Dynasty Trusts

I’d like to see an actual Dynasty Trust or at least the “secret sauce” language in a trust that makes it a dynasty trust. I’m not sure this is for me, but before I start shopping estate planning lawyers, I’d like to see an actual example of one of these. I can’t seem to find it by Googling. Any ideas or links?

You might also search for “perpetual trust.”

I have my doubts that you will find examples online as that might defeat the need for a trust atty to charge you for their expertise. :wink:

Also, these trust are not legal in all states:

https://trustandwill.com/learn/perpetual-trust

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A “Dynasty Trust” is just a trust that continues generation after generation as long as the applicable law allows. Some states, like DE, allow “perpetual trusts” that never are required to terminate. Many states have a Rule Against Perpetuities which essentially requires a trust to “vest” (essentially terminate) on or before 21 years after the death of the last to die of all [of my descendants] who are living on the date this trust becomes irrevocable (frequently on the date of the grantor’s death). For estate tax purposes, this is beneficial because the assets are never included in any decedent’s estate and subject to estate tax.

Makes sense when you have a large trust, but if your descendants have a number of kids each and the trust keeps dividing, it becomes less and less common.

The trust doesn’t really have “magic” language. You just divide the trust in equal shares per stirpes and continue to hold each beneficiaries’ share in trust pursuant to the same language.

Mike

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A “Dynasty Trust” is just a trust that continues generation after generation as long as the applicable law allows. Some states, like DE, allow “perpetual trusts” that never are required to terminate. Many states have a Rule Against Perpetuities which essentially requires a trust to “vest” (essentially terminate) on or before 21 years after the death of the last to die of all [of my descendants] who are living on the date this trust becomes irrevocable (frequently on the date of the grantor’s death).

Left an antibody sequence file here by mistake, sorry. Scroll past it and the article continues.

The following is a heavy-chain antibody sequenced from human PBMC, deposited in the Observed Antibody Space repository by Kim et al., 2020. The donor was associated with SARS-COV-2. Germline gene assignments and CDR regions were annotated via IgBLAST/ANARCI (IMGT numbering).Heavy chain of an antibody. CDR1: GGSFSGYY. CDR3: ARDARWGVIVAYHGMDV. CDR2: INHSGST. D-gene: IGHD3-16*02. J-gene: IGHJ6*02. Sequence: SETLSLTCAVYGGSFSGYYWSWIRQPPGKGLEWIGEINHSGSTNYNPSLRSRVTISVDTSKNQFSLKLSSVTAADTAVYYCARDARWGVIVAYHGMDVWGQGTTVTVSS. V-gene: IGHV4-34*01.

That’s exactly true. I would also point out that there isn’t magic language you need in the will or trust instrument to make it a dynasty trust, it’s the ABSCENCE of a state law provision prohibiting it, that allows for a dynasty trust.

I live in Wisconsin, a state with no rule against perpetuities, and one particular wealthy family that I know of has made great use of it.

When my sister, now a retired lawyer, was studying for the Wisconsin bar exam (she had gone to law school out of state), she called me because she had read somewhere that “Wisconsin, and X state, and Y state have statutory exceptions,” and she wondered what that meant. I told her, that just means that in Wisconsin you can have a perpetuity. But you might not find those exact words anywhere. The Wisconsin statutes just don’t contain the old English rule against perpetuities.

Bill

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